-Processing is a difficult decision. I LOVED my bone straight hair. Til this day I still miss it, I won’t even lie but here is my sad truth. Once on a stretch, I saw that my bone straight hair was half the size of my natural hair. I just figured I’d have to be extra gentle, but the truth is that regardless to how gentle I could be, I would never be able to successfully have bone straight hair. My hair strands are too thick to handle that much bone straight hair and the demarcation line was pathetic. Even with leaving a little bit of texture, that was the key to having healthier hair, but more under processed hair has helped me tons. I love my under processed hair to pieces, but I miss my bone straight hair. Hate me, but I have a thing for straight hair. Texlaxing is great, but thicker hair should utilize this option as bone straight hair is not favorable for these types compared to thinner strands which can play with either style. Last, with texlaxing, it is probably easier to under process more as time goes on, rather than all at once. You don’t have to texlax, it is just suggested to leave texture in the hair.
-Neutralizing is the most important step. It really brings the hair down and stops processing. When I used a neutralizing conditioner, I liked it, but wasn’t crazy about it and still caused breakage for me. I went back to a NS and life became better for me. NC are indeed good and incorporate MPS along with neutralizing and rids the hair of calcium deposits, but I just prefer to do my MPS for 2 minutes and proceed with neutralizing. You don’t have to do a mid protein step, but for me, it helps a lot.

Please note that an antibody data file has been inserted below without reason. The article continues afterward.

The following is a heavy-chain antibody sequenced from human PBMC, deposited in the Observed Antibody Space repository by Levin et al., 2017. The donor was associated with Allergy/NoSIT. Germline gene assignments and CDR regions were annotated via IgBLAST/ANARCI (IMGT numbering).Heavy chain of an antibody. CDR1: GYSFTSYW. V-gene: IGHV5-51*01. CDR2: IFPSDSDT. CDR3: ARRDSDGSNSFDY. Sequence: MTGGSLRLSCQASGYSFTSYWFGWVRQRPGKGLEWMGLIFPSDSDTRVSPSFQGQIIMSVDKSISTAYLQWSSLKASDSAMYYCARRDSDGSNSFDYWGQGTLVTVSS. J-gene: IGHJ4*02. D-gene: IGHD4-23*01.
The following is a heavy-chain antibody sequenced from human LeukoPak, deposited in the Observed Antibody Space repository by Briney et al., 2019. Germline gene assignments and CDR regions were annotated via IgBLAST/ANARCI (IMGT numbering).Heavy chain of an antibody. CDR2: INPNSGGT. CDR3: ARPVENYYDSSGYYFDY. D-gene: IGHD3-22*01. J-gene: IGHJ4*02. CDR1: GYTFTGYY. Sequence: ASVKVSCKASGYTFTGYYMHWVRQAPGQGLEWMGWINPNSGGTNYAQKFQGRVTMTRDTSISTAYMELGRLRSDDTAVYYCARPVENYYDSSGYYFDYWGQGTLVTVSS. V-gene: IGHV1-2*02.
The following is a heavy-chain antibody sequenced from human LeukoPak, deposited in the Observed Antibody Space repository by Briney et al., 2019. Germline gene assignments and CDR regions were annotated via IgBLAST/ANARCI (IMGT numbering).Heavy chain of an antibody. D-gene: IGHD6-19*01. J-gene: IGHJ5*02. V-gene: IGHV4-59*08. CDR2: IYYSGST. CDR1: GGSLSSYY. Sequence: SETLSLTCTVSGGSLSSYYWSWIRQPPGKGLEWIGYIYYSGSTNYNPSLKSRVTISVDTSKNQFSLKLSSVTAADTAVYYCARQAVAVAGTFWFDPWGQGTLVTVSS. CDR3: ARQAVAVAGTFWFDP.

-Relaxer strength is important as well. Some relaxers come without strength, so it could be safe to assume they are mild to normal, but if you are particular, stick with relaxers with strengths. Also, if a relaxer brand is giving you much breakage, first check to see if you are over processing. Mizani works bad when you relax bone straight, but when hair is under processed, it isn’t that bad (this was my personal experience). Lye and No-Lye is a personal preference, just understand how to take care of hair depending on the chemical used.
-As with relaxing, just be cool. It goes a long way.
Part 2 to come!
One Day, It Will Happen